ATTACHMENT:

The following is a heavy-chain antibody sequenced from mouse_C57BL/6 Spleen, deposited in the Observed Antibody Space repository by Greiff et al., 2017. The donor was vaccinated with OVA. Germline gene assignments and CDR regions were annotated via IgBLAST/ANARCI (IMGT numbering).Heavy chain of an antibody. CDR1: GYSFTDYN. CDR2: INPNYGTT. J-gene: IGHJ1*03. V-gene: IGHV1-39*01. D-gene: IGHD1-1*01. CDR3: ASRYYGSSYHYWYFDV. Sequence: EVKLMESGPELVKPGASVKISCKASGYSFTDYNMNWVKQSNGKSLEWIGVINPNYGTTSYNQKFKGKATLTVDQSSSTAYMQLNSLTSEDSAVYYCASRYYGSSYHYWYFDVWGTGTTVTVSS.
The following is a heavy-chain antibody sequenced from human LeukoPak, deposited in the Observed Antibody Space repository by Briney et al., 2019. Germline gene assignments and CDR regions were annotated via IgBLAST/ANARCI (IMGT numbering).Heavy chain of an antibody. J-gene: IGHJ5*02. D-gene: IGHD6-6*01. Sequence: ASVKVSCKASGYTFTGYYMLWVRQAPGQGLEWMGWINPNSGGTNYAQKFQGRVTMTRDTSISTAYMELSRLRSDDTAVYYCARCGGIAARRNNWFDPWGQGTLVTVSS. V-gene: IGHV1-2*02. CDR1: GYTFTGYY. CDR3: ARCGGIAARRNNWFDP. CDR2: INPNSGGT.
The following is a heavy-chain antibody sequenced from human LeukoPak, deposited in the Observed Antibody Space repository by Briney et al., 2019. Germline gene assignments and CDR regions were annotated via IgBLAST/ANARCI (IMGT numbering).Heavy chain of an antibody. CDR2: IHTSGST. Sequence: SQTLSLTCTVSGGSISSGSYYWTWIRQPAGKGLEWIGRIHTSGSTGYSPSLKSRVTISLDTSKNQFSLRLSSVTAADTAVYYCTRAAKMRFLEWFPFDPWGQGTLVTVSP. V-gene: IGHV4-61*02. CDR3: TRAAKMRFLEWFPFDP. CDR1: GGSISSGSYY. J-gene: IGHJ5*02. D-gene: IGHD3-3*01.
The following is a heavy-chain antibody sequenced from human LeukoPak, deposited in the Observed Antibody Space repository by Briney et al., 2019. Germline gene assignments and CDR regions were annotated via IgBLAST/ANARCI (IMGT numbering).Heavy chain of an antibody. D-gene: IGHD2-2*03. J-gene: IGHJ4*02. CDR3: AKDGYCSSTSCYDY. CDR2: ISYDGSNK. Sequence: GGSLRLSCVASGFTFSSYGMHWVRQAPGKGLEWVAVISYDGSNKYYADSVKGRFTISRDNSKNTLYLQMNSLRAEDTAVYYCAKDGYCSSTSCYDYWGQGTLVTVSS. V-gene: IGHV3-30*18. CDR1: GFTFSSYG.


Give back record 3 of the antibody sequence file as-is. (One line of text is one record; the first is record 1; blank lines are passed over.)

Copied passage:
The following is a heavy-chain antibody sequenced from human LeukoPak, deposited in the Observed Antibody Space repository by Briney et al., 2019. Germline gene assignments and CDR regions were annotated via IgBLAST/ANARCI (IMGT numbering).Heavy chain of an antibody. CDR2: IHTSGST. Sequence: SQTLSLTCTVSGGSISSGSYYWTWIRQPAGKGLEWIGRIHTSGSTGYSPSLKSRVTISLDTSKNQFSLRLSSVTAADTAVYYCTRAAKMRFLEWFPFDPWGQGTLVTVSP. V-gene: IGHV4-61*02. CDR3: TRAAKMRFLEWFPFDP. CDR1: GGSISSGSYY. J-gene: IGHJ5*02. D-gene: IGHD3-3*01.